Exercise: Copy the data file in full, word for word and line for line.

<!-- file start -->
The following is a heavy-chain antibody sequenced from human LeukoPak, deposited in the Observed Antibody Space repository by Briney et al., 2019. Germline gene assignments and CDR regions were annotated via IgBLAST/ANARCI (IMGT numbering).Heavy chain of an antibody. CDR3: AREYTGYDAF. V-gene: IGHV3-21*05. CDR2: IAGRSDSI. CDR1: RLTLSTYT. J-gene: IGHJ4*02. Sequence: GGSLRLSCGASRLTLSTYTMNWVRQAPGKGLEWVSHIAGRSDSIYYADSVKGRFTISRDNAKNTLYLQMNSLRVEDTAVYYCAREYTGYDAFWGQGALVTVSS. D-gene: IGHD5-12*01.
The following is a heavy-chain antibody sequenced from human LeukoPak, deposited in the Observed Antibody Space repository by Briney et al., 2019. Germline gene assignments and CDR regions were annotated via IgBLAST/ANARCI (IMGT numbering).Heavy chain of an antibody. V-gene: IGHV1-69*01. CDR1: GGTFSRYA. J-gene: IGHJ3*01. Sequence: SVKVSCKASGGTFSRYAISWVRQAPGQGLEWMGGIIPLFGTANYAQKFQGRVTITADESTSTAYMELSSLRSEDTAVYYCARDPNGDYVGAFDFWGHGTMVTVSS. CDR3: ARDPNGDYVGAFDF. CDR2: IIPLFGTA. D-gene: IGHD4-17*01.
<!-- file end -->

The following is a heavy-chain antibody sequenced from human LeukoPak, deposited in the Observed Antibody Space repository by Briney et al., 2019. Germline gene assignments and CDR regions were annotated via IgBLAST/ANARCI (IMGT numbering).Heavy chain of an antibody. CDR3: AREYTGYDAF. V-gene: IGHV3-21*05. CDR2: IAGRSDSI. CDR1: RLTLSTYT. J-gene: IGHJ4*02. Sequence: GGSLRLSCGASRLTLSTYTMNWVRQAPGKGLEWVSHIAGRSDSIYYADSVKGRFTISRDNAKNTLYLQMNSLRVEDTAVYYCAREYTGYDAFWGQGALVTVSS. D-gene: IGHD5-12*01.
The following is a heavy-chain antibody sequenced from human LeukoPak, deposited in the Observed Antibody Space repository by Briney et al., 2019. Germline gene assignments and CDR regions were annotated via IgBLAST/ANARCI (IMGT numbering).Heavy chain of an antibody. V-gene: IGHV1-69*01. CDR1: GGTFSRYA. J-gene: IGHJ3*01. Sequence: SVKVSCKASGGTFSRYAISWVRQAPGQGLEWMGGIIPLFGTANYAQKFQGRVTITADESTSTAYMELSSLRSEDTAVYYCARDPNGDYVGAFDFWGHGTMVTVSS. CDR3: ARDPNGDYVGAFDF. CDR2: IIPLFGTA. D-gene: IGHD4-17*01.